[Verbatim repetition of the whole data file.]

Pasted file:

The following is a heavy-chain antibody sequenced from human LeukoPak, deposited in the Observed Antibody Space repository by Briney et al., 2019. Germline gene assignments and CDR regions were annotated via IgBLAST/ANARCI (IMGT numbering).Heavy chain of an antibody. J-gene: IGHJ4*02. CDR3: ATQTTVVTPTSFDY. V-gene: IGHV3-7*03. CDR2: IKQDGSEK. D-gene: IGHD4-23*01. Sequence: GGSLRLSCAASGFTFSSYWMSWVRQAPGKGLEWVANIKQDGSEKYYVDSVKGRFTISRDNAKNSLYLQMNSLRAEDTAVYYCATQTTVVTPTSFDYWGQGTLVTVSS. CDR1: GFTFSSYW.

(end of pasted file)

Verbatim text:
The following is a heavy-chain antibody sequenced from human LeukoPak, deposited in the Observed Antibody Space repository by Briney et al., 2019. Germline gene assignments and CDR regions were annotated via IgBLAST/ANARCI (IMGT numbering).Heavy chain of an antibody. J-gene: IGHJ4*02. CDR3: ATQTTVVTPTSFDY. V-gene: IGHV3-7*03. CDR2: IKQDGSEK. D-gene: IGHD4-23*01. Sequence: GGSLRLSCAASGFTFSSYWMSWVRQAPGKGLEWVANIKQDGSEKYYVDSVKGRFTISRDNAKNSLYLQMNSLRAEDTAVYYCATQTTVVTPTSFDYWGQGTLVTVSS. CDR1: GFTFSSYW.